“Anyone can hold a grudge, but it takes a person with character to forgive. When you forgive, you release yourself from a painful burden. Forgiveness doesn’t mean what happened was OK, and it doesn’t mean that person should still be welcome in your life. It means that you have made peace with the pain, and are ready to let go.” — Doe Zantamata
I have two daily rituals: I pray with my son, Jesse, every night, and I drink coffee with my wife every morning. My creative son sometimes likes to change things up and break Dad’s routine. One morning, walking down the hallway with coffee in my hand, Jesse comes running full blast and head-butts me directly below the belt. After laying down for a couple hours, in agony and near the point of tears with pain, I was inspired to write this story.
Even in all my pain and frustration, I do not think twice about forgiving my son. He was just trying to play, and he truly did not know any better. I forgive him immediately when he makes mistakes. I will do my best to hold this same principle when he becomes a teenager.
I write and teach entrepreneurial curriculum for various schools and groups. One of the groups that I enjoy teaching the most are the young men and women in the juvenile justice system. They each have something in common, besides getting caught breaking the law. They have either been deeply hurt by someone, or they perceive that they have been wronged in some way.
Their perception is their reality. All of them, in my experience, struggle with forgiveness of others and of themselves. Why is forgiveness so important, and what does forgiveness have to do with entrepreneurship? As an entrepreneur, you are going to fail, make mistakes, and even want to quit. Withholding forgiveness from others is bondage, and not learning to forgive oneself for failures is a life sentence–you will never be able to fully engage in your passion and move forward. Entrepreneurship starts with a mindset, but the mindset is useless unless you put the vehicle–that is you–into drive. Entrepreneurship is a series of acts equating to a lifetime of passionately pursuing freedom, birthing ideas that impact the world and often generating wealth.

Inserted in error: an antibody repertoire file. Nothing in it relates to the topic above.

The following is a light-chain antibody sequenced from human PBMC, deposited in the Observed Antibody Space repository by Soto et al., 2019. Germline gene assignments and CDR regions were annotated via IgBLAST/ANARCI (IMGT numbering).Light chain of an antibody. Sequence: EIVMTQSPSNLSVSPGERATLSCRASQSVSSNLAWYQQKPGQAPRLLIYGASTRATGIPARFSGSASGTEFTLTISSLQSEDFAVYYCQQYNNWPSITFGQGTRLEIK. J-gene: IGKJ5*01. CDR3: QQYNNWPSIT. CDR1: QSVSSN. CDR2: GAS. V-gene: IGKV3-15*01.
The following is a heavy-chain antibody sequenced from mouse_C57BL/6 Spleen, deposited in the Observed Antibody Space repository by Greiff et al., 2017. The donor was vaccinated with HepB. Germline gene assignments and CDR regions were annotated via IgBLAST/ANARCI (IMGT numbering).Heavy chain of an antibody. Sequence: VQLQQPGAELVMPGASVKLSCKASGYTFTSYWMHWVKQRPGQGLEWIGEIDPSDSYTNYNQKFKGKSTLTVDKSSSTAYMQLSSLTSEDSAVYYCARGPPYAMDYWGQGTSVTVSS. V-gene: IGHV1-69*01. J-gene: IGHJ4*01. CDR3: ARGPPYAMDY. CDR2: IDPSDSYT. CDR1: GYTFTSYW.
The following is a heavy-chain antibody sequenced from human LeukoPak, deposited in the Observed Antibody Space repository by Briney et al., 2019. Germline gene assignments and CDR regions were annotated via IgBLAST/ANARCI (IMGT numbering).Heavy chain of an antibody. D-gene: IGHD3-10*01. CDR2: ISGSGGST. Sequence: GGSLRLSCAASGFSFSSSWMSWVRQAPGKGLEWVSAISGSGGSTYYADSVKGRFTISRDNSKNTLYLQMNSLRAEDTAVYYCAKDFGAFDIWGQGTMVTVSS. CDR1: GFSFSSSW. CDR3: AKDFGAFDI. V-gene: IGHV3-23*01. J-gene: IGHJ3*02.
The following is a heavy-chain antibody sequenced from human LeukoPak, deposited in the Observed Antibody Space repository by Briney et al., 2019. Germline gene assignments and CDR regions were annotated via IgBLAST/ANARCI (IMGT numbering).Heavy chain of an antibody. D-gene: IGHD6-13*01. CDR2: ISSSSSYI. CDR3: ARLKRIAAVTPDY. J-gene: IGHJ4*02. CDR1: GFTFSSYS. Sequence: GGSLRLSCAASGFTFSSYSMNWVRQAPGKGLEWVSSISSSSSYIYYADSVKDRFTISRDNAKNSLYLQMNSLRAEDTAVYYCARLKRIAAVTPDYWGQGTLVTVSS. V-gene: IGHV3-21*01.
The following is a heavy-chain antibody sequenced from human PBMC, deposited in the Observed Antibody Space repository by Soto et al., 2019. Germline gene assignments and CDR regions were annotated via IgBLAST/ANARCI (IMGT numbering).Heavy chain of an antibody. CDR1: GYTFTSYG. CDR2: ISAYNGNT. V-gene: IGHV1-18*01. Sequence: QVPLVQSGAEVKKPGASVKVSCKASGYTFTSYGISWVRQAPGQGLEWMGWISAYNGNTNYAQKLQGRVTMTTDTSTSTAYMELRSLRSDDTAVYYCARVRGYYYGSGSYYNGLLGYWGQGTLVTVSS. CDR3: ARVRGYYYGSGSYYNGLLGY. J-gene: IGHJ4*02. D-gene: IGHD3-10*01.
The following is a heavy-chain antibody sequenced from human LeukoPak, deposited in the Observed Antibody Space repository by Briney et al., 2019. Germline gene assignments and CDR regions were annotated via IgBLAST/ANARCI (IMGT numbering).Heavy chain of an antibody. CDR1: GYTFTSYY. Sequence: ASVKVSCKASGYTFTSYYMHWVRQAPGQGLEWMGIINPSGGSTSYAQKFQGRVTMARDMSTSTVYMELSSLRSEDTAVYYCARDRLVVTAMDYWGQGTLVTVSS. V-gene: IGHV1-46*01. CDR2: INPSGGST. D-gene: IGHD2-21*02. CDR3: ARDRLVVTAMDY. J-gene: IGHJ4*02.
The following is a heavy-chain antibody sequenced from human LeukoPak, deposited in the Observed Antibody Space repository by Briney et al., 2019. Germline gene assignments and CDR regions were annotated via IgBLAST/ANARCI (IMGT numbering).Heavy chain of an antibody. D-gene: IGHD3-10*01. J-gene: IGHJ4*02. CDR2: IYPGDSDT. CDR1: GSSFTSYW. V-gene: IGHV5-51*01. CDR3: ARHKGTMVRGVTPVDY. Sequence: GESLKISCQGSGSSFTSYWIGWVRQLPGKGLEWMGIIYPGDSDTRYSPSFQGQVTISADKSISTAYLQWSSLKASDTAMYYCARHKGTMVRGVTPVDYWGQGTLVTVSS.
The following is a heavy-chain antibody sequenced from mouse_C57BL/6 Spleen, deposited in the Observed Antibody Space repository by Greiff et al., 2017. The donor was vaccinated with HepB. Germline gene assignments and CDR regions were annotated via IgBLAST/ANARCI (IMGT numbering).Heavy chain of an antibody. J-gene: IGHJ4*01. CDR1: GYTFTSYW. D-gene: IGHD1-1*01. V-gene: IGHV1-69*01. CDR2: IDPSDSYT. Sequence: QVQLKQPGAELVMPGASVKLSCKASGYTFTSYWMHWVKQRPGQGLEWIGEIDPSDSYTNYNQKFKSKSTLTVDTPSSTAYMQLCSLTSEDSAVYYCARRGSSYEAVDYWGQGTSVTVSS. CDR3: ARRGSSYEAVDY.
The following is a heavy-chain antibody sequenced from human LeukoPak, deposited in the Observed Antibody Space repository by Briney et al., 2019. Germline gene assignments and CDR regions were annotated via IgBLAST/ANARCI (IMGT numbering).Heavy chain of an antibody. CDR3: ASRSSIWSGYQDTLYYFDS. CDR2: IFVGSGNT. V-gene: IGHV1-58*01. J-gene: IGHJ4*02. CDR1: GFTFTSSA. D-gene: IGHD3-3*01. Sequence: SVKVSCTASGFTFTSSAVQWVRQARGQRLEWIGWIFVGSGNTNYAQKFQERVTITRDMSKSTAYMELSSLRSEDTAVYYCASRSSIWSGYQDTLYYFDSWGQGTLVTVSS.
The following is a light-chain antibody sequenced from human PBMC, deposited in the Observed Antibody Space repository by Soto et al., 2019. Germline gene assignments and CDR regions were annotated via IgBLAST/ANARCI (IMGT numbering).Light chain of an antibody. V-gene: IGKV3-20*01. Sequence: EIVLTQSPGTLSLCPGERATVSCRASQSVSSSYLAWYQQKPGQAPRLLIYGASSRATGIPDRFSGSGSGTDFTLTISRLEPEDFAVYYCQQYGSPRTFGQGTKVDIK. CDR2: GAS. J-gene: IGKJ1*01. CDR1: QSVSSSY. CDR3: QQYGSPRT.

Many years ago, my wife asked me if she could call someone from her past who had wronged her. This was difficult for her to ask. She explained that she needed to call him and tell him that she was sorry. “Wait,” I said. “Isn’t he the one who wronged you?”
“Well, he did, but it does not matter who forgives whom, I just need to be set free so I can be the person I am called to be in this marriage, with you.” Wise woman. It worked. He was shocked. That simple act, initiated by the one who had been wronged, impacted our marriage. It changed her life and brought her another step closer to realizing her true identity. I was now married to a free woman, an entrepreneur coming into her own.
“Before you can transfer your wallet from poor to rich, you’ve got to first transform your spirit from poor to rich.”
— Robert Kiyosaki
If we wish to free ourselves from the bondage of holding a grudge, we should realize that we do not need to first determine the motive for the action which needs forgiveness. When my son hurt me, was his action intentional or accidental?
He obviously intended to get my attention, and boy did he ever do that! Did he intend to do it by causing me pain? Probably not, but the point is that it really doesn’t matter when I realize that when someone hurts me, it’s because they really do not know better or desire to be better. Does my forgiveness let them off the hook for their actions? No; it frees me from the responsibility of acting as their judge.
Hurt people hurt others, and some are just careless. I hope my students learn to forgive those who wronged them, and even to apologize and ask for forgiveness themselves, to be set free. Entrepreneurship is a lifestyle in a series of relationships. Forgiveness gives rise to one of the first giant steps toward success: the act of liberating ourselves.
“Forgiveness does not change the past, but it does enlarge the future.” — Paul Boese
— Jeff Glass is a copywriter, children’s book author, youth advocate and social entrepreneur. Jeff writes entrepreneurial curriculum for the state of Nevada and the juvenile justice system. He lives in Dallas, Texas with his wife and 2 kids.